The Raptors stunned many by drafting an obscure Brazilian teenager in the first round. An instant contributor? No. A future star? Maybe. Building Bruno Caboclo from the ground up is their grand experiment
This is an article from the Nov. 3, 2014 issue
WHERE'S BRUNO? The search is on at Air Canada Centre in Toronto. It is September, a few weeks before training camp, and a Raptors staffer is looking for 6'9" rookie Bruno Caboclo. Everyone swears to have just seen the 19-year-old forward. He was in the weight room a minute ago and in the locker room a second ago, and wasn't that him in the hallway? He is everywhere, yet he is nowhere. That's fitting because since the Raptors picked him 20th in the June draft, Caboclo has seemed more a legend or a figment of athletic imagination, like Sidd Finch. There are tales of Bruno that border on the unbelievable, of arms the length of garden hoses, of blocking four or five shots on a single possession back home in Brazil, of his transformation into an NBA prospect only five years after first playing basketball, at age 13. But where is Bruno in the flesh? Does he really exist?
At last a smiling Caboclo (cuh-BO-clo) appears, no longer just the image he was in grainy videos when Toronto made him what seemed impossible in this era of exhaustive global scouting: a largely unknown first-round choice. Caboclo doesn't have much of a basketball footprint. He has no eye-catching statistics from international play. He did not attend the draft combine or make the rounds for private workouts with teams, and his name was absent from countless mock drafts.
Raptors scouts became serious about him last year, when he was MVP of a Basketball Without Borders Americas camp in Argentina for international players under 19. Several members of the Toronto organization traveled repeatedly to Brazil to evaluate him. Days before the draft general manager Masai Ujiri called coach Dwane Casey and told him there was a prospect for Casey to watch at a workout in Houston. "I wasn't trying to be secretive," says Ujiri, "I just wanted him to see Bruno with a completely open mind."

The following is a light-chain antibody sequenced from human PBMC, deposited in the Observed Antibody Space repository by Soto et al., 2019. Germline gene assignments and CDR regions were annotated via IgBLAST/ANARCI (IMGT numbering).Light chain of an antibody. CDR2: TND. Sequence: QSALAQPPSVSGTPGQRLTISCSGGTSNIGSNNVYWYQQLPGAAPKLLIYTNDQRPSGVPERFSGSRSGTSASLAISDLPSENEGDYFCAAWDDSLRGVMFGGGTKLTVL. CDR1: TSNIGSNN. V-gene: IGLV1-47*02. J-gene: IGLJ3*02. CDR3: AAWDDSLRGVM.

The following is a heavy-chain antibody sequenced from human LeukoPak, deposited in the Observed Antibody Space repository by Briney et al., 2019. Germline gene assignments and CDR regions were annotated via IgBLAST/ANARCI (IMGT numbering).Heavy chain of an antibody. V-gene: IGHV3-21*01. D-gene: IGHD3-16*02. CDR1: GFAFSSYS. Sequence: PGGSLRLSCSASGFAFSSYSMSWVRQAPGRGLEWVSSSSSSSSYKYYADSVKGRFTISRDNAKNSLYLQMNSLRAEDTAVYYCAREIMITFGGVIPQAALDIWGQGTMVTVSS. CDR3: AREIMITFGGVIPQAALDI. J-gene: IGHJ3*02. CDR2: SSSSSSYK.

Casey was as impressed by Caboclo's wingspan, talent and shooting form as the scouting staff had been. He was also thrilled with how quickly Caboclo responded to instruction. Casey gave him a quick tutorial on how to use his forearm when defending in the post, and Caboclo applied it immediately and effectively in scrimmages. "Seeing him, you think he's special," says Casey, "but working with him, you know he is."
By the draft Toronto was aware that a few other teams, including San Antonio and Houston, were interested in him as well. When Tyler Ennis, the Syracuse point guard the Raptors had targeted, went two spots ahead of them to Phoenix at No. 18, they opted to grab Caboclo rather than take the chance he'd still be available in the second round. "We knew there would be a lot of fans and media saying, Who is this guy?" says Ujiri. "But we had been following him closely, and we feel he has the raw talent to become a special player."
THE KEY WORD is raw. Caboclo is a hunk of high-quality clay. He focused on soccer until he was 13, when his feet grew so big that he could no longer find cleats that fit. (He now wears size-14½ sneakers.) Because of his height, basketball was the logical next choice, so Caboclo joined a youth team. "I liked Michael Jordan and Kobe Bryant," says Caboclo. "I didn't really know anyone else." Caboclo picked up the game quickly, dominating competition on the under-19 version of his club team, Pinheiros. After an injury on the senior team opened a spot for him during the FIBA Americas League last January, Caboclo played well enough that he decided to declare for the draft.
That choice meant leaving his parents in his hometown of Pirapora do Bom Jesus, a small community near S√£o Paulo. Caboclo's mother works as a maid, his father is a truck driver, and he has two older sisters. His parents are proud of him, he says, "but they don't really know what the NBA is."
With long arms that give him a 7'6½" wingspan, he flicks three-pointers effortlessly. "He shoots the corner three as well as anybody," says Casey. Caboclo reminds Casey of a young Rashard Lewis, but his wiry build (he's 205 pounds) and shooting range have caused others to call him the Brazilian Kevin Durant. The Raptors would like to bury that description, but Caboclo doesn't run from it. "I am not Kevin Durant," he says in halting but improving English. Then he adds, "But in a few years, if I work hard and listen to my coaches, maybe I can be like him."
ESPN analyst Fran Fraschilla, one of the few media members who knew anything about Caboclo before the draft, famously described him on draft night as "two years away from being two years away." The Raptors don't think he's that far away, but they also aren't counting on him to make an immediate impact. Caboclo is an experiment: Can a team pluck an obscure teenager out of South America and build him into an NBA standout? "We're trying to develop him from soup to nuts," says Alex McKechnie, Toronto's director of sports science. "We're not thinking locally, about just Bruno the basketball player. We're thinking globally, about Bruno the person."